The ancient Chinese philosopher Zhuangzi dreamed that he was a butterfly going from flower to flower. He was sure he was a butterfly. Then he woke up. But he couldn’t then tell whether he was Zhuangzi who had dreamed of being a butterfly, or a butterfly dreaming that he was Zhuangzi. If he had a
choice, today it would be much safer for him to be a philosopher dreaming about being a butterfly than vice versa. UK butterflies are under threat.
The Big Butterfly Count is under way, ending on August 7. After that, we’ll know better how some of our species are faring. To date, the commonest sightings by citizen naturalists have been of large whites, gatekeepers, and meadow browns. But first impressions of overall numbers and the variety of species are not great.
When I was a child, buddleia bushes flickered with the wings of butterflies, 20 or 30 or more feeding or basking in the sun. These were mostly small tortoiseshells, large whites and red admirals, though some years there were painted ladies too. Today, small tortoiseshells are in steep decline, largely because of a parasite fly whose larvae devour the caterpillars from the inside.
Buddleias, now in flower, are at most attracting one or two butterflies at a time, often none. This is worrying. It may be caused by the widespread use of insecticides, the loss of hedgerows, climate change or something else entirely. But things are not going well for butterflies. We used to call buddleias butterfly bushes, but that name would seem opaque to today’s children.
Why, though, should we care about losing butterfly species, or about their overall numbers declining so sharply? Bees pollinate plants we grow for food, but what do butterflies do? One answer is that biodiversity is important. We need complex ecosystems with a variety of species occupying different evolutionary niches because with each species loss the risk of a collapse of the whole ecosystem increases. There might be a nationalist argument too – some butterfly species, as the red squirrel used to be, are intimately connected with the British countryside. Their loss, like the loss of so many elm trees because of Dutch elm disease, changes how we think about and value our surroundings.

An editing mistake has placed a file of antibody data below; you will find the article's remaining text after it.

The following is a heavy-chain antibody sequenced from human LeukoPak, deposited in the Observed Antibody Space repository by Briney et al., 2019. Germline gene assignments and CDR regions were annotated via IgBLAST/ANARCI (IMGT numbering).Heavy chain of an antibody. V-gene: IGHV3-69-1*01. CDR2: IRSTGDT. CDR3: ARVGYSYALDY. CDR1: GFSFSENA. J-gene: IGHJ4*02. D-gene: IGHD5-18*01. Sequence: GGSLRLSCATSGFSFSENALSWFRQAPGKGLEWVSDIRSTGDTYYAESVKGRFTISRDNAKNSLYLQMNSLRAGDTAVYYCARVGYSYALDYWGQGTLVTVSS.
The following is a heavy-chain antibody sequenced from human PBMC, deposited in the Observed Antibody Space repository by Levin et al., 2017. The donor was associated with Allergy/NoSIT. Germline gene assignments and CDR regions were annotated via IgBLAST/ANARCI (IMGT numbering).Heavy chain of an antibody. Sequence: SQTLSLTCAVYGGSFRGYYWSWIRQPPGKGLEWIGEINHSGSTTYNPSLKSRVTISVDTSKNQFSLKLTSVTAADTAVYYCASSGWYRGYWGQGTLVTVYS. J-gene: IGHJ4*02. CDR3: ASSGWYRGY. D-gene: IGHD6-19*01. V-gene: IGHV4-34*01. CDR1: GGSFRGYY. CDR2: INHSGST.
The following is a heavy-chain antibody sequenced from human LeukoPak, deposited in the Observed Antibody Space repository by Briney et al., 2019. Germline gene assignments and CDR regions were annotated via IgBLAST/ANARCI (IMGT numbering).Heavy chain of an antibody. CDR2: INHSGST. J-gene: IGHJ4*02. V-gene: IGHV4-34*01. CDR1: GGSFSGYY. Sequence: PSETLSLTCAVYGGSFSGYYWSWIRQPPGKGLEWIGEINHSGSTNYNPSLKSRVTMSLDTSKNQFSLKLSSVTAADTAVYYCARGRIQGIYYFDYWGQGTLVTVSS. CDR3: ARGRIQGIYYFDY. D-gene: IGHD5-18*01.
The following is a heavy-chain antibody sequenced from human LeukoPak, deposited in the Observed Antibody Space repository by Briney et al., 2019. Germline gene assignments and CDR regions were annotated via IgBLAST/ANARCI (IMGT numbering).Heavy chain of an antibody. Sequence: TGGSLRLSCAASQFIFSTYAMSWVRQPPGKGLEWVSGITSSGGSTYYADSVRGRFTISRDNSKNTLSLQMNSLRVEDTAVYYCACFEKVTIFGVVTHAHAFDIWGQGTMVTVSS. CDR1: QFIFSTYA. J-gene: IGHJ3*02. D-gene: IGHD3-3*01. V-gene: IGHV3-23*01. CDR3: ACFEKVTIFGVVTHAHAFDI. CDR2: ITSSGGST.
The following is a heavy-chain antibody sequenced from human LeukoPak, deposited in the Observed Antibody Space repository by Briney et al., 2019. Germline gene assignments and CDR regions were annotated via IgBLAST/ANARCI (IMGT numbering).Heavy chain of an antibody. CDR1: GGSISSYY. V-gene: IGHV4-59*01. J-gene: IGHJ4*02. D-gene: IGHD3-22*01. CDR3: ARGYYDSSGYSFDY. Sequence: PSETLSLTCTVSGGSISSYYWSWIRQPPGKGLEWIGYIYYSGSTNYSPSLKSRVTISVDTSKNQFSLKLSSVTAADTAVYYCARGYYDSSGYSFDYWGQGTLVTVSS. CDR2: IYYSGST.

I want to make a different sort of case for butterfly preservation: an aesthetic one. Almost everyone is sensitive to the beauty of butterflies. That’s odd, though. Why would people across the world have evolved to enjoy looking at the patterns on the wings of a range of insects that we don’t eat, and which don’t seem to play a direct role in our lives? One answer might be that the presence of butterflies can be a good indicator of a hospitable place to live, or of plants that our ancestors might have found palatable. That’s hard to prove or disprove. But today we don’t need a pragmatic or evolutionary reason like that to value butterflies. There’s a joy in seeing a variety of butterflies rather than a monoculture of large whites: we enjoy the bright yellow of a brimstone, the red and black of a red admiral, the eyes on the wings of a peacock butterfly, the neat circles on a ringlet, or the jagged edges and intense orange-browns of a comma.
The Bloomsbury art critic Clive Bell declared in his book Art that what all
works of art have in common is Significant Form: particular patterns of lines, shapes, and colours that have the capacity to produce an aesthetic
emotion in a sensitive viewer. He thought this was a timeless quality shared by all art (and was clearly wrong about that). He also declared that this was very different from the beauty we discover in a butterfly’s wings: only human-created patterns, which underlay representational art as much as abstract, he believed, could trigger this deep aesthetic response. Beauty in nature was something different.
In Evelyn Waugh’s Brideshead Revisited the Oxford undergraduate Sebastian Flyte flicks through Bell’s Art and comes upon the rhetorical questions: “Does anyone feel the same kind of emotion for a butterfly or a flower that he feels for a cathedral or a picture?” The expected answer is obviously, “No.” Sebastian, however, responds with a passionate, “Yes. I do.”
You don’t have to be a decadent aesthete like Sebastian, though, to recognise and care very deeply about beauty in the natural world. We should do everything we can to preserve these extraordinary insects. We don’t want to wake up and find they have gone.